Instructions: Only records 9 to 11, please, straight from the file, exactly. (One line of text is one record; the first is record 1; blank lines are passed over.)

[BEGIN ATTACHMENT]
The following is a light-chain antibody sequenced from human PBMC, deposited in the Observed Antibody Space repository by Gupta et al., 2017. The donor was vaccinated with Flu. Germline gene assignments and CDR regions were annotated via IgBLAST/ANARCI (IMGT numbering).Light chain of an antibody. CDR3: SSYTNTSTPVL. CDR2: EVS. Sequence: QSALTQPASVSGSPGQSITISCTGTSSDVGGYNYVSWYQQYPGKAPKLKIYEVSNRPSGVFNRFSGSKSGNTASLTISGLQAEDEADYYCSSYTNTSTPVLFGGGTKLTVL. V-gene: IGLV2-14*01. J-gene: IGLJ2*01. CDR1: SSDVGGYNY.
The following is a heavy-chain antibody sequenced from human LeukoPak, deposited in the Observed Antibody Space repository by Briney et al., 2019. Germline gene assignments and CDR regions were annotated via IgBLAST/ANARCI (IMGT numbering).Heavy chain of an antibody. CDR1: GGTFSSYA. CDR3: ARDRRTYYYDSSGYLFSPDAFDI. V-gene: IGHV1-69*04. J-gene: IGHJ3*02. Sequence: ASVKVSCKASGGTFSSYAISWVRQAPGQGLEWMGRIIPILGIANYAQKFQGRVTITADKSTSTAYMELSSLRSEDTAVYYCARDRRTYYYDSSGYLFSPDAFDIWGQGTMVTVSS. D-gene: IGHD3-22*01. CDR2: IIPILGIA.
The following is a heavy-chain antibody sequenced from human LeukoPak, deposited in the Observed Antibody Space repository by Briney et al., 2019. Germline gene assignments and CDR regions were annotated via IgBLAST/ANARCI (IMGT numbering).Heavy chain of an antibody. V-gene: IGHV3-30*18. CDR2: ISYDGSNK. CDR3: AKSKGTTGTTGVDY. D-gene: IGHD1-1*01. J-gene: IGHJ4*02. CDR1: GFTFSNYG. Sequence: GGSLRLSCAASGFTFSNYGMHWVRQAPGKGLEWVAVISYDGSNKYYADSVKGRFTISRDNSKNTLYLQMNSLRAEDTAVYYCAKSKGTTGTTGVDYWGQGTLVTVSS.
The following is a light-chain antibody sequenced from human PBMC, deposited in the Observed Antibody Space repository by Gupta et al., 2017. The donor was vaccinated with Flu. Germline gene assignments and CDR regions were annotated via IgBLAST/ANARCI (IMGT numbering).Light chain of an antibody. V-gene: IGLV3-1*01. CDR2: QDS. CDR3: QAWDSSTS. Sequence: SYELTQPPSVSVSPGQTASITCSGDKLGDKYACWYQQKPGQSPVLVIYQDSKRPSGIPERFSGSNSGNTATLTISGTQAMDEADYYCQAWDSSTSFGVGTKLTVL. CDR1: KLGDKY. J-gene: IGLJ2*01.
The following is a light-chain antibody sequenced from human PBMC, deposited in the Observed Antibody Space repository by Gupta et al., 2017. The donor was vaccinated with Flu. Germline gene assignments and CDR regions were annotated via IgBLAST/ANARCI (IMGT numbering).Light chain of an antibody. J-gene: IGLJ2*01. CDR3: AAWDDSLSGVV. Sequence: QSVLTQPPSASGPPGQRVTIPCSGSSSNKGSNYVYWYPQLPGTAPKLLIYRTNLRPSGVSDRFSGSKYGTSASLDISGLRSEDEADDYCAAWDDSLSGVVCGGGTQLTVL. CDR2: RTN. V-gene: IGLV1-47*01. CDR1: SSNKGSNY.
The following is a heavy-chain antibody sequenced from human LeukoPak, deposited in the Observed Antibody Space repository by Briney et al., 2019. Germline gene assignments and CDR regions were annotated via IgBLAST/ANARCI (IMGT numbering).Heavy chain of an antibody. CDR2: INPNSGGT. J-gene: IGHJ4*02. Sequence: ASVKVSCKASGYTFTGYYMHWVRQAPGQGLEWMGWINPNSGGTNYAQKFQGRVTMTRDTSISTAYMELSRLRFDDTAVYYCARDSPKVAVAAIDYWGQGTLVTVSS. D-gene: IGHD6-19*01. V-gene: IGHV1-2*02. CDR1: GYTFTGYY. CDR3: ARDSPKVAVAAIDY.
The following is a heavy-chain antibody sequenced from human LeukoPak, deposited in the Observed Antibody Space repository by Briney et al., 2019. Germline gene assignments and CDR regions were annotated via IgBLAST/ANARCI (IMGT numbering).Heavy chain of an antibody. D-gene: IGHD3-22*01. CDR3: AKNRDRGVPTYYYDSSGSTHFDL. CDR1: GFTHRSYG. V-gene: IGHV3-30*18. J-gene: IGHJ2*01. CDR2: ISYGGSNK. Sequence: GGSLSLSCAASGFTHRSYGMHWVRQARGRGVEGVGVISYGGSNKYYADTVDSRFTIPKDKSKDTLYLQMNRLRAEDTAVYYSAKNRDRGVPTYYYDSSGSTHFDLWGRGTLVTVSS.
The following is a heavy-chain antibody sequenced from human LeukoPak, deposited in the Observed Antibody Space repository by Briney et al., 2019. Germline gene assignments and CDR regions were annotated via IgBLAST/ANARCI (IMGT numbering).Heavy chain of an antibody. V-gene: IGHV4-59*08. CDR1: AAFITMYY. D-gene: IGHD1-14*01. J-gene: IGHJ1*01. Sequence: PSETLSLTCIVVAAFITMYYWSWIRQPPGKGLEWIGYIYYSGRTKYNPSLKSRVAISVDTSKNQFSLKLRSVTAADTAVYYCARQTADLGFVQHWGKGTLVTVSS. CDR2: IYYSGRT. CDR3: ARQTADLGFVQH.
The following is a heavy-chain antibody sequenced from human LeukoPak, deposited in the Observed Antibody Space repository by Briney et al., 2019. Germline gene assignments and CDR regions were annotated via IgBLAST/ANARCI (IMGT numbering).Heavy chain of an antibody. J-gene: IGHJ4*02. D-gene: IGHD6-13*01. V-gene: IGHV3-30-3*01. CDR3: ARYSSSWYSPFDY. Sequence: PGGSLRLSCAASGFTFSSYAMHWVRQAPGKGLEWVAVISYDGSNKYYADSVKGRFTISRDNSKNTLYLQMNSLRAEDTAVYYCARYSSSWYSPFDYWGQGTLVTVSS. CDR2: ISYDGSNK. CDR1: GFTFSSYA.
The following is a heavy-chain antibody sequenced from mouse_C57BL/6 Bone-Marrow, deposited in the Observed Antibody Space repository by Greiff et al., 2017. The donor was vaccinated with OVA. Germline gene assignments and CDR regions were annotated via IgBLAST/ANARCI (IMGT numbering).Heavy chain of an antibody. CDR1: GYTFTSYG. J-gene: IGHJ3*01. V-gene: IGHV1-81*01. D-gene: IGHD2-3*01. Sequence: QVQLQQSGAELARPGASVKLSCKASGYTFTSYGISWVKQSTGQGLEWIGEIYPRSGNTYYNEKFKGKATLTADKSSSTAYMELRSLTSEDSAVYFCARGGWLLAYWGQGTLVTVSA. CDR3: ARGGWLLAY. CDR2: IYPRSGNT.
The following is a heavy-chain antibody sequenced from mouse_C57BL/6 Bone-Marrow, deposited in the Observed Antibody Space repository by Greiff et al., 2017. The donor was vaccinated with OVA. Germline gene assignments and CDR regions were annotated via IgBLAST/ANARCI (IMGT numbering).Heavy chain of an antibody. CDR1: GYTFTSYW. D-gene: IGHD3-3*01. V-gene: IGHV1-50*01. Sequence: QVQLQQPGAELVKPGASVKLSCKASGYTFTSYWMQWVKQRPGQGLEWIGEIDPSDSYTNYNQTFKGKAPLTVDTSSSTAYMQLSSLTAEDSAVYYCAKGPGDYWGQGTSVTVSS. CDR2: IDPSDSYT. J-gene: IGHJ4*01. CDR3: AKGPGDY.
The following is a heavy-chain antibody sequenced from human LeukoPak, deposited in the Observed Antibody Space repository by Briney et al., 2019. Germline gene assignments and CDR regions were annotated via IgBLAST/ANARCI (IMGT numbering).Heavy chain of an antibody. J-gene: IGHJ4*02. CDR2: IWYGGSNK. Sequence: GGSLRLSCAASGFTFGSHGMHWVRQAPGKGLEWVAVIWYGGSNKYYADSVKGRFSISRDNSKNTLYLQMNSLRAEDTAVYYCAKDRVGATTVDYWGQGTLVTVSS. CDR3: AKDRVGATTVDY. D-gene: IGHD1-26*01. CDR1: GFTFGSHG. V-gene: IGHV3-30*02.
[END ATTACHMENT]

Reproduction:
The following is a heavy-chain antibody sequenced from human LeukoPak, deposited in the Observed Antibody Space repository by Briney et al., 2019. Germline gene assignments and CDR regions were annotated via IgBLAST/ANARCI (IMGT numbering).Heavy chain of an antibody. J-gene: IGHJ4*02. D-gene: IGHD6-13*01. V-gene: IGHV3-30-3*01. CDR3: ARYSSSWYSPFDY. Sequence: PGGSLRLSCAASGFTFSSYAMHWVRQAPGKGLEWVAVISYDGSNKYYADSVKGRFTISRDNSKNTLYLQMNSLRAEDTAVYYCARYSSSWYSPFDYWGQGTLVTVSS. CDR2: ISYDGSNK. CDR1: GFTFSSYA.
The following is a heavy-chain antibody sequenced from mouse_C57BL/6 Bone-Marrow, deposited in the Observed Antibody Space repository by Greiff et al., 2017. The donor was vaccinated with OVA. Germline gene assignments and CDR regions were annotated via IgBLAST/ANARCI (IMGT numbering).Heavy chain of an antibody. CDR1: GYTFTSYG. J-gene: IGHJ3*01. V-gene: IGHV1-81*01. D-gene: IGHD2-3*01. Sequence: QVQLQQSGAELARPGASVKLSCKASGYTFTSYGISWVKQSTGQGLEWIGEIYPRSGNTYYNEKFKGKATLTADKSSSTAYMELRSLTSEDSAVYFCARGGWLLAYWGQGTLVTVSA. CDR3: ARGGWLLAY. CDR2: IYPRSGNT.
The following is a heavy-chain antibody sequenced from mouse_C57BL/6 Bone-Marrow, deposited in the Observed Antibody Space repository by Greiff et al., 2017. The donor was vaccinated with OVA. Germline gene assignments and CDR regions were annotated via IgBLAST/ANARCI (IMGT numbering).Heavy chain of an antibody. CDR1: GYTFTSYW. D-gene: IGHD3-3*01. V-gene: IGHV1-50*01. Sequence: QVQLQQPGAELVKPGASVKLSCKASGYTFTSYWMQWVKQRPGQGLEWIGEIDPSDSYTNYNQTFKGKAPLTVDTSSSTAYMQLSSLTAEDSAVYYCAKGPGDYWGQGTSVTVSS. CDR2: IDPSDSYT. J-gene: IGHJ4*01. CDR3: AKGPGDY.